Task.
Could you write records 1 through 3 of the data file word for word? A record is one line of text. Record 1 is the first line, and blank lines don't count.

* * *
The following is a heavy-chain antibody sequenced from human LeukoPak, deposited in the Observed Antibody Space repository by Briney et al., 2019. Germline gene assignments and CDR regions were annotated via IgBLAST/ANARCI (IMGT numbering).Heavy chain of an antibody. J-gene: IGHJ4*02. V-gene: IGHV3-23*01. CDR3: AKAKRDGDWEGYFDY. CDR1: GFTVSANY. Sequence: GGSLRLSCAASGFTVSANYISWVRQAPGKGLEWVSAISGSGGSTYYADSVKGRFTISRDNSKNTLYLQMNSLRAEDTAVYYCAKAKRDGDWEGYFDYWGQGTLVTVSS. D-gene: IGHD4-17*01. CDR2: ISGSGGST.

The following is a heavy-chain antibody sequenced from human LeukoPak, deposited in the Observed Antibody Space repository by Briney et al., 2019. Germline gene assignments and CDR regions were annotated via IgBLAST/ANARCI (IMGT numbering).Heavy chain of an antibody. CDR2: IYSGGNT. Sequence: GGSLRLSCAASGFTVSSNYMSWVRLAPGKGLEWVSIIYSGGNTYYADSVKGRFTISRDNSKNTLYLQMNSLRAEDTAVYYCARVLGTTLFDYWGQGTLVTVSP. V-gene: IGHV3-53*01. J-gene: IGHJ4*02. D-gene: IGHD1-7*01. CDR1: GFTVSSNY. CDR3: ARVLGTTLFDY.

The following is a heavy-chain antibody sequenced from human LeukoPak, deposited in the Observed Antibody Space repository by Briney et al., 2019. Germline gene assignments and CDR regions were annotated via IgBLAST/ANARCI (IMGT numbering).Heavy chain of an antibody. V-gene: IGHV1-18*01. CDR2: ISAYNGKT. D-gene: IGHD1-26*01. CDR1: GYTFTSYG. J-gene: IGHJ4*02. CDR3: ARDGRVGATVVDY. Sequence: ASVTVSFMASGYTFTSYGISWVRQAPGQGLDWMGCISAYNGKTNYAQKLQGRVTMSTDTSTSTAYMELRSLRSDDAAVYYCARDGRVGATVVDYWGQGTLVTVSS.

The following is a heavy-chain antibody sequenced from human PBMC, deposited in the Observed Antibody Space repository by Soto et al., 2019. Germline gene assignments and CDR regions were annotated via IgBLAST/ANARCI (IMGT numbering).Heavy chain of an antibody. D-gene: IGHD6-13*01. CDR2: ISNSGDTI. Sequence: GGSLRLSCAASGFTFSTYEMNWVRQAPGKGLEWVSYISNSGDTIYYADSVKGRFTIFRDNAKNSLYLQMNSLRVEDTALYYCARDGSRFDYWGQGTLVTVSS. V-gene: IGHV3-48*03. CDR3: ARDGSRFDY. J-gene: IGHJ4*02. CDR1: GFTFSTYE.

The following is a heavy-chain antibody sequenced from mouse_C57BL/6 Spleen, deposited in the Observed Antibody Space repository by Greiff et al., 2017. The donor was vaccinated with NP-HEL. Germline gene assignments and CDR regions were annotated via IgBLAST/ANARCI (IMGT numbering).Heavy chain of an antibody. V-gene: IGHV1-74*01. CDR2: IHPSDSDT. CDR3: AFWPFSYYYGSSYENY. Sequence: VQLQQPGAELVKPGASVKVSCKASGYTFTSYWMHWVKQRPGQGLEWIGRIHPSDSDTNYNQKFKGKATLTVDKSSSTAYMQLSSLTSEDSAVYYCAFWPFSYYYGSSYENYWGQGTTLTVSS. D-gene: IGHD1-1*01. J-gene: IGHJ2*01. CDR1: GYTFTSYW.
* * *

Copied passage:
The following is a heavy-chain antibody sequenced from human LeukoPak, deposited in the Observed Antibody Space repository by Briney et al., 2019. Germline gene assignments and CDR regions were annotated via IgBLAST/ANARCI (IMGT numbering).Heavy chain of an antibody. J-gene: IGHJ4*02. V-gene: IGHV3-23*01. CDR3: AKAKRDGDWEGYFDY. CDR1: GFTVSANY. Sequence: GGSLRLSCAASGFTVSANYISWVRQAPGKGLEWVSAISGSGGSTYYADSVKGRFTISRDNSKNTLYLQMNSLRAEDTAVYYCAKAKRDGDWEGYFDYWGQGTLVTVSS. D-gene: IGHD4-17*01. CDR2: ISGSGGST.

The following is a heavy-chain antibody sequenced from human LeukoPak, deposited in the Observed Antibody Space repository by Briney et al., 2019. Germline gene assignments and CDR regions were annotated via IgBLAST/ANARCI (IMGT numbering).Heavy chain of an antibody. CDR2: IYSGGNT. Sequence: GGSLRLSCAASGFTVSSNYMSWVRLAPGKGLEWVSIIYSGGNTYYADSVKGRFTISRDNSKNTLYLQMNSLRAEDTAVYYCARVLGTTLFDYWGQGTLVTVSP. V-gene: IGHV3-53*01. J-gene: IGHJ4*02. D-gene: IGHD1-7*01. CDR1: GFTVSSNY. CDR3: ARVLGTTLFDY.

The following is a heavy-chain antibody sequenced from human LeukoPak, deposited in the Observed Antibody Space repository by Briney et al., 2019. Germline gene assignments and CDR regions were annotated via IgBLAST/ANARCI (IMGT numbering).Heavy chain of an antibody. V-gene: IGHV1-18*01. CDR2: ISAYNGKT. D-gene: IGHD1-26*01. CDR1: GYTFTSYG. J-gene: IGHJ4*02. CDR3: ARDGRVGATVVDY. Sequence: ASVTVSFMASGYTFTSYGISWVRQAPGQGLDWMGCISAYNGKTNYAQKLQGRVTMSTDTSTSTAYMELRSLRSDDAAVYYCARDGRVGATVVDYWGQGTLVTVSS.